Einstein's general ‘Theory of Relativity’ nearly a century ago describes how space-time is affected by mass. The associated fluctuations in the space-time fabric of the Universe due to gravitational effects are called gravitational waves (GWs). These distortions spread out like ripples from their origin in violent events believed to be associated with certain major binary systems, such as two black holes colliding. GWs are quite rare and weak (low-amplitude), yet their study is expected to provide important insight into the nature of the Universe. They have never been directly detected although indirect effects on other planetary systems have been recorded, making them a sort of scientific Holy Grail. Scientists initiated the EU-funded project 'Einstein gravitational-wave telescope' (ET) to develop the design concepts for a third-generation detector with sensitivity more than 10 times that of the latest second-generation devices being built. Work focused as well on the necessary infrastructure to minimise interference as the detectors may be updated and replaced over time but the infrastructure must be able to host them all well. To improve detector design and sensitivity, noise issues particularly at low frequency needed to be dealt with. Second-generation detectors were affected by seismic noise, Newtonian noise (produced by gravity gradients or local fluctuations in the Earth's gravitational field) and thermal noise associated with the detector setup. To limit seismic noise and improve sensitivities at low frequencies, the observatory design included an underground site for the detector. The infrastructure will also include cryogenic facilities to cool the mirrors and limit thermal vibration of test masses. A rough cost analysis is included to evaluate the financial feasibility of the project. ET project heralds an era of GW detectors that can detect elusive GW waves within months of data collection, unravelling the mysteries of the cosmos. From the birth and death of stars to the nature of the dark matter, ET could change our understanding of the Universe significantly.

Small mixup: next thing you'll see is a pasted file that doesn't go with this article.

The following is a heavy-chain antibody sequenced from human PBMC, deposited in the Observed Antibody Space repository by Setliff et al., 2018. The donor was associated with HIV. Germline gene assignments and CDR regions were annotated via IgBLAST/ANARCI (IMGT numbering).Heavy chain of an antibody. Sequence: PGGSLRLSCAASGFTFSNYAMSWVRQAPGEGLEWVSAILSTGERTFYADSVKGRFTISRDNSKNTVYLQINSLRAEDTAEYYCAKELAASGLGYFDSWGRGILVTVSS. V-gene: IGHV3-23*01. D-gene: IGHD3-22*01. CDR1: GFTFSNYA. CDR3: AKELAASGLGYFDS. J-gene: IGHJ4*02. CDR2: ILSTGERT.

Einstein gravitational-wave Telescope
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4 May 2020